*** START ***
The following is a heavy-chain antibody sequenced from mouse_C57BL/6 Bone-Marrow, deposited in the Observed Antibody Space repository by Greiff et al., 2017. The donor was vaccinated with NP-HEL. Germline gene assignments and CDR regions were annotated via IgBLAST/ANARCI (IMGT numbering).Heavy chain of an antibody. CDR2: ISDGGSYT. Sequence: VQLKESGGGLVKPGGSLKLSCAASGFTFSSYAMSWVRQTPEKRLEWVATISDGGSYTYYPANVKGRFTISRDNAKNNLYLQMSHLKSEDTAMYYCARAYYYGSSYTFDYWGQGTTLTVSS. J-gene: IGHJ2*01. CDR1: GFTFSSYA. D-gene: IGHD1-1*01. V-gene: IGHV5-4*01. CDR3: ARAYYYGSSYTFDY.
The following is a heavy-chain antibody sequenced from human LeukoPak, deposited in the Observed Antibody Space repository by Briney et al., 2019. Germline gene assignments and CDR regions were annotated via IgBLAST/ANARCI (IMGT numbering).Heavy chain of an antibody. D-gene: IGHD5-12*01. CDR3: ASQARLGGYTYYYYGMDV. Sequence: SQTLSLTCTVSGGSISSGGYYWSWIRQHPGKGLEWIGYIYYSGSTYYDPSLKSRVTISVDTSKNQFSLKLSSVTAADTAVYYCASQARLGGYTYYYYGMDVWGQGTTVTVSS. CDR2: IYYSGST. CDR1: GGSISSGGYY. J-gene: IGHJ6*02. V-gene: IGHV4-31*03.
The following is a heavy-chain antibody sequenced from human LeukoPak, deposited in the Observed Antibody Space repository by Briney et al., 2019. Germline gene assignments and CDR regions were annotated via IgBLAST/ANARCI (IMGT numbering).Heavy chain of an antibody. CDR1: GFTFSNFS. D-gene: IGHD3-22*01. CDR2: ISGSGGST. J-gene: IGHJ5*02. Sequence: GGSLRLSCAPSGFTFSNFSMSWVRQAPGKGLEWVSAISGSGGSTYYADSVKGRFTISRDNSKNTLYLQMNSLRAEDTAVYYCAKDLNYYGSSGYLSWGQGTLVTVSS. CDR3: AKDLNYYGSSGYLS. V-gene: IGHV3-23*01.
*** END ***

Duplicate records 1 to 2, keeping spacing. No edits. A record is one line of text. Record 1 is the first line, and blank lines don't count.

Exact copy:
The following is a heavy-chain antibody sequenced from mouse_C57BL/6 Bone-Marrow, deposited in the Observed Antibody Space repository by Greiff et al., 2017. The donor was vaccinated with NP-HEL. Germline gene assignments and CDR regions were annotated via IgBLAST/ANARCI (IMGT numbering).Heavy chain of an antibody. CDR2: ISDGGSYT. Sequence: VQLKESGGGLVKPGGSLKLSCAASGFTFSSYAMSWVRQTPEKRLEWVATISDGGSYTYYPANVKGRFTISRDNAKNNLYLQMSHLKSEDTAMYYCARAYYYGSSYTFDYWGQGTTLTVSS. J-gene: IGHJ2*01. CDR1: GFTFSSYA. D-gene: IGHD1-1*01. V-gene: IGHV5-4*01. CDR3: ARAYYYGSSYTFDY.
The following is a heavy-chain antibody sequenced from human LeukoPak, deposited in the Observed Antibody Space repository by Briney et al., 2019. Germline gene assignments and CDR regions were annotated via IgBLAST/ANARCI (IMGT numbering).Heavy chain of an antibody. D-gene: IGHD5-12*01. CDR3: ASQARLGGYTYYYYGMDV. Sequence: SQTLSLTCTVSGGSISSGGYYWSWIRQHPGKGLEWIGYIYYSGSTYYDPSLKSRVTISVDTSKNQFSLKLSSVTAADTAVYYCASQARLGGYTYYYYGMDVWGQGTTVTVSS. CDR2: IYYSGST. CDR1: GGSISSGGYY. J-gene: IGHJ6*02. V-gene: IGHV4-31*03.